A former pathologist at Martin Luther King Jr./Drew Medical Center acknowledged this week that he misdiagnosed a few patients at the troubled public hospital but said his colleagues and the hospital’s faulty systems set him up for failure.
The Medical Board of California had accused Dr. Dennis G. Hooper of negligence in six cases. In some, the board said, he failed to detect cancer in patients who had it. In others, he diagnosed the disease in patients who did not have it, including a woman whose reproductive organs were removed after Hooper wrongly diagnosed her as having uterine cancer.
Hooper’s trail of alleged misdiagnoses was detailed in a Times story in December.
At his hearing this week before an administrative law judge, Hooper said he consistently sought help to interpret patient slides at King/Drew in 2000 and 2001 but rarely received it. He lamented the quality of the microscope he was given, called his office a “dungeon,” criticized rules imposed by his superiors and faulted the speed at which dictated pathology reports were transcribed.
During the four-day hearing, which concluded Thursday, experts for both the state and Hooper’s defense separately testified that his work fell below the acceptable standard of care in at least three patient cases.
Hooper’s expert said he should be required to seek additional training and prove that he is competent in surgical pathology.
Deputy Atty. Gen. Ismael Castro asked the court to revoke Hooper’s license to practice medicine in the state.
“What this court heard from the very beginning were a variety of explanations, a variety of excuses by Dr. Hooper,” Castro said in his closing argument.
“All he sees is the problems that are around him and makes excuses for not complying or not meeting the standards, and I find that appalling.”
During his testimony, Hooper said he had tried to work within a hospital that had no quality controls.
“I don’t think I’m a bad pathologist,” he said. “I don’t think I’m a bad M.D. I follow up with patients. I care about patients.”
When administrative law judge Samuel D. Reyes issues his opinion, the medical board will make the final decision to accept, reject or change it. Physicians can then appeal in Superior Court.
During the course of the hearing, patients were referred to by first name and last initial. The Times has independently identified them.
Among the cases cited by the board was that of Johnnie Mae Williams, who went to King/Drew in March 2001 for a seemingly minor gynecological exam. Hooper diagnosed her as having cancer of the uterine lining, and surgeons removed her reproductive organs, according to her medical records.
Records later showed that his findings were based on a slide from another patient, who had brain cancer. In his report, Hooper raised the possibility that the slide had been mislabeled, but the medical board said he did not investigate further.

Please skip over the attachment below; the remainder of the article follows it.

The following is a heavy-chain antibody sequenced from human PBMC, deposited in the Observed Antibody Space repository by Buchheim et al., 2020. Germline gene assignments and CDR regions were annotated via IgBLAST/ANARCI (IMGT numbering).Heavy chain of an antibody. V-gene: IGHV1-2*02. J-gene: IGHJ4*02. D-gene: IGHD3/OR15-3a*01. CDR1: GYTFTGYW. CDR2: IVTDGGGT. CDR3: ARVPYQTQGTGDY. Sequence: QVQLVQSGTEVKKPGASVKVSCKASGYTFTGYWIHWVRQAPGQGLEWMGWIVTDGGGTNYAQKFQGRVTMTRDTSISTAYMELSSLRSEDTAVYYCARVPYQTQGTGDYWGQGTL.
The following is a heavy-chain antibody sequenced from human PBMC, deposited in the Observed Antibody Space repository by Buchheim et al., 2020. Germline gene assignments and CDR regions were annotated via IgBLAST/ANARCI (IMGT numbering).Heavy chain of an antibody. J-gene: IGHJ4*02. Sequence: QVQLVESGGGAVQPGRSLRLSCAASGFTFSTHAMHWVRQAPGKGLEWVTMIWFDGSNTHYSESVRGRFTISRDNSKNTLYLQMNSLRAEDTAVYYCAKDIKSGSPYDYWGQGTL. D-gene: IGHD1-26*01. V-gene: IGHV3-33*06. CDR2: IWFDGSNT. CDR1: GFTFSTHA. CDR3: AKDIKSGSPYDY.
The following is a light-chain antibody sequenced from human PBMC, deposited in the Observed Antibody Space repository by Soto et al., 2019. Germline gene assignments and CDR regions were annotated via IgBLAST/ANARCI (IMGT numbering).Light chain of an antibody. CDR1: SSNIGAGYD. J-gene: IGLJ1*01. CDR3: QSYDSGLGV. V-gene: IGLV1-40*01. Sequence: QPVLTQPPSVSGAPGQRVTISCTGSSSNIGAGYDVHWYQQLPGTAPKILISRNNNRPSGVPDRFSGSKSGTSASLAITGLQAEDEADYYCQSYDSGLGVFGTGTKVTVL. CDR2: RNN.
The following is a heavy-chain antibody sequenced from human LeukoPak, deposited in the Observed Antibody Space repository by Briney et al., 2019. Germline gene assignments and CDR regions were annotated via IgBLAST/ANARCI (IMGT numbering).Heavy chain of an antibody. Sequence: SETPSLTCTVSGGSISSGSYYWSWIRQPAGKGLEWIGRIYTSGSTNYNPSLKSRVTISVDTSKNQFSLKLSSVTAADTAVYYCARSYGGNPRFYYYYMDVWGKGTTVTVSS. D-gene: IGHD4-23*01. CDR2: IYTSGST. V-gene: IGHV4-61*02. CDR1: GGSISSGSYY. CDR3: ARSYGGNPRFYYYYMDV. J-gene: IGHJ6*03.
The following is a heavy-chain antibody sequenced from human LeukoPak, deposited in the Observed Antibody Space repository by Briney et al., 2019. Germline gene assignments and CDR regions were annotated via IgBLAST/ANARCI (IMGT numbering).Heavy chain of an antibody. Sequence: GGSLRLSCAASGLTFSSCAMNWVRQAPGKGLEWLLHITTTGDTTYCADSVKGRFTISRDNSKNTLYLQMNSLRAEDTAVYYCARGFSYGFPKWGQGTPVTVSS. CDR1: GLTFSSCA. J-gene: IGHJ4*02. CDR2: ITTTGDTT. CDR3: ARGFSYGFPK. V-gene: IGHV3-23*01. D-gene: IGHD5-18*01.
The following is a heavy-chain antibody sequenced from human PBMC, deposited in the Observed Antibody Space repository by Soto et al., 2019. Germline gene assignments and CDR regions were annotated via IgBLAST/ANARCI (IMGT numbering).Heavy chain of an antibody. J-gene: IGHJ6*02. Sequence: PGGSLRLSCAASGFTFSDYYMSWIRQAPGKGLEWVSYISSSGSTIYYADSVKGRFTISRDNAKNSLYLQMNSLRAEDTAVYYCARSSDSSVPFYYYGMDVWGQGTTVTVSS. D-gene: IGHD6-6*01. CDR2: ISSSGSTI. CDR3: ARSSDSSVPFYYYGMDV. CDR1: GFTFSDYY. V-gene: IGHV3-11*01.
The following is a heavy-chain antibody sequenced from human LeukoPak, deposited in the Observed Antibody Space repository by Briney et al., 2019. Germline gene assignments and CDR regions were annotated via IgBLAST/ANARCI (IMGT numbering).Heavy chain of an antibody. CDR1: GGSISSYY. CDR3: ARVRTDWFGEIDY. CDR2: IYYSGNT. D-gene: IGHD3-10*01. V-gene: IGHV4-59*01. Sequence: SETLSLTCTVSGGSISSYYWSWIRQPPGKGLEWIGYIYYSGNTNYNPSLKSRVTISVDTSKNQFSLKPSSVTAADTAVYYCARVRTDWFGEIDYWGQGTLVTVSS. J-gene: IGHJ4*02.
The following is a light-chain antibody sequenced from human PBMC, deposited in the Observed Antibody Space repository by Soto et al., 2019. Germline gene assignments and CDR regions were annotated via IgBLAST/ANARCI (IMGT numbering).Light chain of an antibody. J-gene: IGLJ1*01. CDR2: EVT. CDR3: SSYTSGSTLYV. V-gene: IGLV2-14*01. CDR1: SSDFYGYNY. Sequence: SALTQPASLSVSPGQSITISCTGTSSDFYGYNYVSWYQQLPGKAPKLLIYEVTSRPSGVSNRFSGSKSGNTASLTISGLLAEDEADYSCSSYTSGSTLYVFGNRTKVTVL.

Dr. Lowell Rogers, a Long Beach pathologist and the state’s expert witness, said the misdiagnosis should have been “quite obvious for a variety of reasons.”
“When there’s a slide that’s missing or an extra slide, you have to resolve those conflicts,” Rogers said. “She was diagnosed with cancer when she didn’t have it.”
Hooper said he had tried to investigate the problem by showing the case to his department chairwoman and sending the case out to a private laboratory for review. Both also got the diagnosis wrong, he said. And Hooper said he warned Williams’ treating doctor about the potential problem, but that doctor proceeded with the surgery anyway.
“He was going to do the surgery whether or not my report came back as malignant or not malignant,” Hooper said. “He knew I had sent it out, and the results weren’t back yet.”
Williams has told The Times that no one from the hospital ever told her that she was cancer-free. She did not learn of the misdiagnosis until more than two years later, when a Times reporter -- unaware that she didn’t know -- sought her out for an interview.
Hooper said he had sought permission to tell Williams about the error, but his request was denied by the hospital’s risk management department.
The medical board also alleged that Hooper missed prostate cancer in a 58-year-old man, did not catch bladder cancer in a 75-year-old woman and failed to spot leukemia in a 27-year-old man, among other cases.
Hooper generally defended his actions but did acknowledge making mistakes in the case of the 75-year-old woman, Virginia Jackson. In July 2000, he failed to spot malignant cells in her urine. Six weeks later, another pathologist found invasive bladder cancer in a biopsy, records show.
“I can try to think of every excuse in the book,” he said. “I didn’t have a good microscope. I was busy.... The problem is that I missed it, and I admit to that, and that is something that is a problem.”
Still, Hooper faulted King/Drew for not having staff members to assist with the review of urine cells.
Hooper stopped reviewing slides at King/Drew in June 2001, when he went on disability leave. He remained an employee for another year.
He subsequently moved to Texas, working in east Texas and then San Antonio.
A week after the Times’ article on Hooper was published in December, he resigned as a pathologist at Baptist Medical Center in San Antonio.
Hooper’s lawyer, J. Grant Kennedy, said his client has suffered enough because of publicity. Kennedy said Hooper, at most, deserved a reprimand.
“Dr. Hooper is a good man. He did what he should do,” Kennedy said in his closing argument. “He just got in with the wrong company.
“That’s what happened.”